New and upgraded hardware, software, and increasingly-important services all took center stage for Apple in 2019.
Time flies … I recently realized that my most recent coverage of an Apple product launch event was published more than a year ago. That means I’ve got all of 2019’s introductions to catch you up on! Thanks to MacRumors for the one-page summary for the year, which I’ll elaborate on in the coming paragraphs.
Tablets were front and center at this particular event, with a belated upgrade to the iPad mini, which was last updated in September 2015. That particular model, the iPad mini 4, currently resides on top of the night stand next to my bed, in a recent example of my longstanding “buy one generation older than the state of the art” habit. Also unveiled were a 10.5″ variant of the iPad Air, 4K and 5K display-inclusive iMacs, second-generation AirPod wireless headphones (I promptly bought discounted first-generation ones), three subscription services (Apple News+, the AppleTV+ streaming multimedia service, and the Apple Arcade for online gaming), and the Apple Card credit card service in partnership with Goldman Sachs. Those latter three actually weren’t available until later in the year, however. That said, as the hardware market has become increasingly saturated and owners of existing gear are more reluctant to regularly upgrade it, Apple is increasingly dependent on selling more (and more expensive tiers of) services to them.
This particular month’s launch event was notable for, among other things, another belated (and surprising) upgrade; this one to the latest generation of the iPod touch (last updated in July 2015), the only remaining mobile multimedia player in Apple’s lineup subsequent to the prior discontinuation of the iPod, iPod Nano, and iPod Shuffle. Also unveiled were more powerful 13″ and 15″ MacBook Pro laptops (albeit still with the much reviled “butterfly switch” keyboard) and Beats’ Powerbeats Pro wireless headphones (which I now own … thanks for the anniversary gift, honey!).
Apple held some of its announcement fire for one month later, the longstanding timeframe for the company’s Worldwide Developers Conference (at least over the past decade-and-a-half). Operating system updates were as usual front and center, with MacOS 10.15 “Catalina,” iOS 13, watchOS 6, and tvOS 13 all detailed and demonstrated in then-beta form. But hardware also showed up on stage, in the form of the latest generation Mac Pro (replacing its underwhelming “trashcan” predecessor) and companion Pro Display XDR. They’ve both just become available for ordering as I write this in mid-December, and shipments have begun arriving; the most expensive variant of the combo costs a jaw-dropping $53,799. I continue to struggle to wrap my head around the fact that a brand new Corvette coupe is less expensive than that!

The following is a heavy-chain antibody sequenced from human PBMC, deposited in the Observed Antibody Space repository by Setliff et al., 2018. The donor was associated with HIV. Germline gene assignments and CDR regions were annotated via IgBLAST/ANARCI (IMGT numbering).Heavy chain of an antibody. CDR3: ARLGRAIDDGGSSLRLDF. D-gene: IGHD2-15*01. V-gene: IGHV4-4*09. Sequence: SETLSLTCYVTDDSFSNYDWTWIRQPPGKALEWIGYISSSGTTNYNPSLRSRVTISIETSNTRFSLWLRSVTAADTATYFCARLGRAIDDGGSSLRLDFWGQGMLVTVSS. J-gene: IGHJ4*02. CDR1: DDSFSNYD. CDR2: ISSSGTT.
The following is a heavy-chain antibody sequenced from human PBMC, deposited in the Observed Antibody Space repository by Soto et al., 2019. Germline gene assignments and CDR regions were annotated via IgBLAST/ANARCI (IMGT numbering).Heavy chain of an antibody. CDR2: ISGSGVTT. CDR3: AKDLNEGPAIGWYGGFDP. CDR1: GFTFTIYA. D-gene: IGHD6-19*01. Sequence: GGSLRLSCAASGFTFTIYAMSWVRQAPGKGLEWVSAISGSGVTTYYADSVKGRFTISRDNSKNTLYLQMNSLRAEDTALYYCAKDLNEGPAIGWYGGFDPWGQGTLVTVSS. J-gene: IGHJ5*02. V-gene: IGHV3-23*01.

One month after that, the flow of new hardware continued, specifically timed for the back-to-school shopping crowd. The MacBook Air now has a full Retina display along with a lower entry-level price tag; commensurate with that update, Apple obsoleted the MacBook. And the 13″ MacBook Pro is now equipped with beefier processor and graphics options.
This is the month that, at least in recent years, Apple rolls out new iPhones, and this year was no exception. Along with production releases of almost all of the new and upgraded operating systems unveiled in beta form three months earlier at WWDC, as well as the launch of the Apple Arcade (Apple Card had rolled out one month earlier), Apple announced both standard and “Pro” variants of the iPhone 11. They share a common A13 Bionic SoC, but the latter touts a three-camera rear cluster (the standard iPhone 11s’ cluster comprises “only” two cameras) and an upgraded display. Also introduced was Series 5 of the Apple Watch cadence, containing the same SoC as its Series 4 precursor but with a display capable of always-on operation, along with integrated compass functionality. And last but not least was the seventh-generation 10.2″ iPad. I don’t know about you, but with all the discontinuations, resurrections, and evolutions of various iPad families (and display size options within each of those families), the differentiation between tablet product lines gets pretty confusing to me.
MacOS 10.15 “Catalina,” particularly notable for its intentional obsolescence of customers’ 32-bit applications, started shipping in October. Also released was the “Pro” variant of the AirPods wireless headphone family. As someone who recently tried using standard AirPods on an airplane and wasn’t able to tune out the background whistle of the cabin ventilation system, I certainly “get” the functional appeal of active noise cancellation, although the $249 price tag is admittedly still a fiscal stumbling block.
The AppleTV+ service, which joins an increasingly crowded roster of competitors, became available at the beginning of the month; Apple offered a free one-year subscription to recent-and-upcoming purchasers of select hardware from the company. And Apple also unveiled a new 16″ MacBook Pro, obsoleting the longstanding 15″ variant in the process, as well as splitting the difference between the 15″ and previously obsoleted 17″ models. Its most notable feature by far? The “new Magic Keyboard with a redesigned scissor mechanism and 1mm travel for a more satisfying key feel,” in Apple’s words; a return to the “scissor” keyboard of days past after a failed four-year “butterfly” experiment, in reality. What’s old is new again, as the saying goes.
So that’s 2019 for Apple, in a nutshell. Onward to a new year (and a new decade)! Sound off in the comments with your thoughts on my thoughts.
—Brian Dipert is Editor-in-Chief of the Embedded Vision Alliance, and a Senior Analyst at BDTI and Editor-in-Chief of InsideDSP, the company’s online newsletter.